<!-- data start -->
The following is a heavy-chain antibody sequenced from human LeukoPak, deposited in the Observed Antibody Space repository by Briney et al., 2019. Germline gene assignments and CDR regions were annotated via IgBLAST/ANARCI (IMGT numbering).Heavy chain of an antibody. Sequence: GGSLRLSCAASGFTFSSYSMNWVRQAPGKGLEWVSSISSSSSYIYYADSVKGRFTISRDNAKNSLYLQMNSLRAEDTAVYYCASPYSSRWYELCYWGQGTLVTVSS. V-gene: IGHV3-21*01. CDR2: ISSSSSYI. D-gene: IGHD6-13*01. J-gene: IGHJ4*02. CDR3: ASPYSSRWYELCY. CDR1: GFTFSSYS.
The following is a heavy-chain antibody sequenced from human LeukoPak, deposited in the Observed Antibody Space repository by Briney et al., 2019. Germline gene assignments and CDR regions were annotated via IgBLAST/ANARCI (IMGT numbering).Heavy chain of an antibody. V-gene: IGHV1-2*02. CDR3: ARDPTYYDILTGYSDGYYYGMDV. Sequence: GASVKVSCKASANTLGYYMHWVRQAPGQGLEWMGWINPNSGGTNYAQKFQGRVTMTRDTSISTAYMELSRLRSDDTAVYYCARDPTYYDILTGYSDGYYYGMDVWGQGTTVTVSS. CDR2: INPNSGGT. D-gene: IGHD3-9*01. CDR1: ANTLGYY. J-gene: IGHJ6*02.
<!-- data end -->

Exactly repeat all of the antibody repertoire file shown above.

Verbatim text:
The following is a heavy-chain antibody sequenced from human LeukoPak, deposited in the Observed Antibody Space repository by Briney et al., 2019. Germline gene assignments and CDR regions were annotated via IgBLAST/ANARCI (IMGT numbering).Heavy chain of an antibody. Sequence: GGSLRLSCAASGFTFSSYSMNWVRQAPGKGLEWVSSISSSSSYIYYADSVKGRFTISRDNAKNSLYLQMNSLRAEDTAVYYCASPYSSRWYELCYWGQGTLVTVSS. V-gene: IGHV3-21*01. CDR2: ISSSSSYI. D-gene: IGHD6-13*01. J-gene: IGHJ4*02. CDR3: ASPYSSRWYELCY. CDR1: GFTFSSYS.
The following is a heavy-chain antibody sequenced from human LeukoPak, deposited in the Observed Antibody Space repository by Briney et al., 2019. Germline gene assignments and CDR regions were annotated via IgBLAST/ANARCI (IMGT numbering).Heavy chain of an antibody. V-gene: IGHV1-2*02. CDR3: ARDPTYYDILTGYSDGYYYGMDV. Sequence: GASVKVSCKASANTLGYYMHWVRQAPGQGLEWMGWINPNSGGTNYAQKFQGRVTMTRDTSISTAYMELSRLRSDDTAVYYCARDPTYYDILTGYSDGYYYGMDVWGQGTTVTVSS. CDR2: INPNSGGT. D-gene: IGHD3-9*01. CDR1: ANTLGYY. J-gene: IGHJ6*02.